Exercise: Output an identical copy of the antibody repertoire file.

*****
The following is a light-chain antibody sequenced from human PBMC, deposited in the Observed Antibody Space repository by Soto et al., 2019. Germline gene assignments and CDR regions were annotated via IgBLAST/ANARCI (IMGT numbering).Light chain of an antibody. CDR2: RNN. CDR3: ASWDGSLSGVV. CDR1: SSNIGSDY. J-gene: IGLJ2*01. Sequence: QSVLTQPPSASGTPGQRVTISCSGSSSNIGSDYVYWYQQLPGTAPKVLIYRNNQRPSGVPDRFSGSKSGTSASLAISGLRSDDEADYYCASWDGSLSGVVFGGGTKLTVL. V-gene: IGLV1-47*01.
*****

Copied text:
The following is a light-chain antibody sequenced from human PBMC, deposited in the Observed Antibody Space repository by Soto et al., 2019. Germline gene assignments and CDR regions were annotated via IgBLAST/ANARCI (IMGT numbering).Light chain of an antibody. CDR2: RNN. CDR3: ASWDGSLSGVV. CDR1: SSNIGSDY. J-gene: IGLJ2*01. Sequence: QSVLTQPPSASGTPGQRVTISCSGSSSNIGSDYVYWYQQLPGTAPKVLIYRNNQRPSGVPDRFSGSKSGTSASLAISGLRSDDEADYYCASWDGSLSGVVFGGGTKLTVL. V-gene: IGLV1-47*01.